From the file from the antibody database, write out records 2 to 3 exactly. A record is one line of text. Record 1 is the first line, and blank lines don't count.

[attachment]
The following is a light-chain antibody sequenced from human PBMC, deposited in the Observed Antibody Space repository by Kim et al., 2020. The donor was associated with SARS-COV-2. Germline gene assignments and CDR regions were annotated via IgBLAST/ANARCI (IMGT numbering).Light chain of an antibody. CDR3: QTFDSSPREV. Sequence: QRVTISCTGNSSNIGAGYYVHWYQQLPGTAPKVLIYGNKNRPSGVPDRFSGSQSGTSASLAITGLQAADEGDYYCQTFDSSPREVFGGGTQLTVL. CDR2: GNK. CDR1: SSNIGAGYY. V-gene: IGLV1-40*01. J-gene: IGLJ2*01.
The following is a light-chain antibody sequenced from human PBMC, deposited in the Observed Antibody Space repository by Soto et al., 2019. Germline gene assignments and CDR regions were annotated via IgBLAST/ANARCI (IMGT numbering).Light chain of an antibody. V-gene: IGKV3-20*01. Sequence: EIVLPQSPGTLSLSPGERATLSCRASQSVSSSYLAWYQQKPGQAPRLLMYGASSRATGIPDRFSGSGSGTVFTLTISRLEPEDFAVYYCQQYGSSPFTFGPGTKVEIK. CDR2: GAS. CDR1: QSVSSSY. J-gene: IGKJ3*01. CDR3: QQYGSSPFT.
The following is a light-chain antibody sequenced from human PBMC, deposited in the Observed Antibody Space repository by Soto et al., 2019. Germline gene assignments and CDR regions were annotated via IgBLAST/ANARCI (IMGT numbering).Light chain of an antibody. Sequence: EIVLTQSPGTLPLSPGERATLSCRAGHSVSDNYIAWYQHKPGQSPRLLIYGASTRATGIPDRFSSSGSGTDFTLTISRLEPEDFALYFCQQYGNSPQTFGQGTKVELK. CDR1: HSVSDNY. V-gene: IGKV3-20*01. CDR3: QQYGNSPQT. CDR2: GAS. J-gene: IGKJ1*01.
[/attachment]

The following is a light-chain antibody sequenced from human PBMC, deposited in the Observed Antibody Space repository by Soto et al., 2019. Germline gene assignments and CDR regions were annotated via IgBLAST/ANARCI (IMGT numbering).Light chain of an antibody. V-gene: IGKV3-20*01. Sequence: EIVLPQSPGTLSLSPGERATLSCRASQSVSSSYLAWYQQKPGQAPRLLMYGASSRATGIPDRFSGSGSGTVFTLTISRLEPEDFAVYYCQQYGSSPFTFGPGTKVEIK. CDR2: GAS. CDR1: QSVSSSY. J-gene: IGKJ3*01. CDR3: QQYGSSPFT.
The following is a light-chain antibody sequenced from human PBMC, deposited in the Observed Antibody Space repository by Soto et al., 2019. Germline gene assignments and CDR regions were annotated via IgBLAST/ANARCI (IMGT numbering).Light chain of an antibody. Sequence: EIVLTQSPGTLPLSPGERATLSCRAGHSVSDNYIAWYQHKPGQSPRLLIYGASTRATGIPDRFSSSGSGTDFTLTISRLEPEDFALYFCQQYGNSPQTFGQGTKVELK. CDR1: HSVSDNY. V-gene: IGKV3-20*01. CDR3: QQYGNSPQT. CDR2: GAS. J-gene: IGKJ1*01.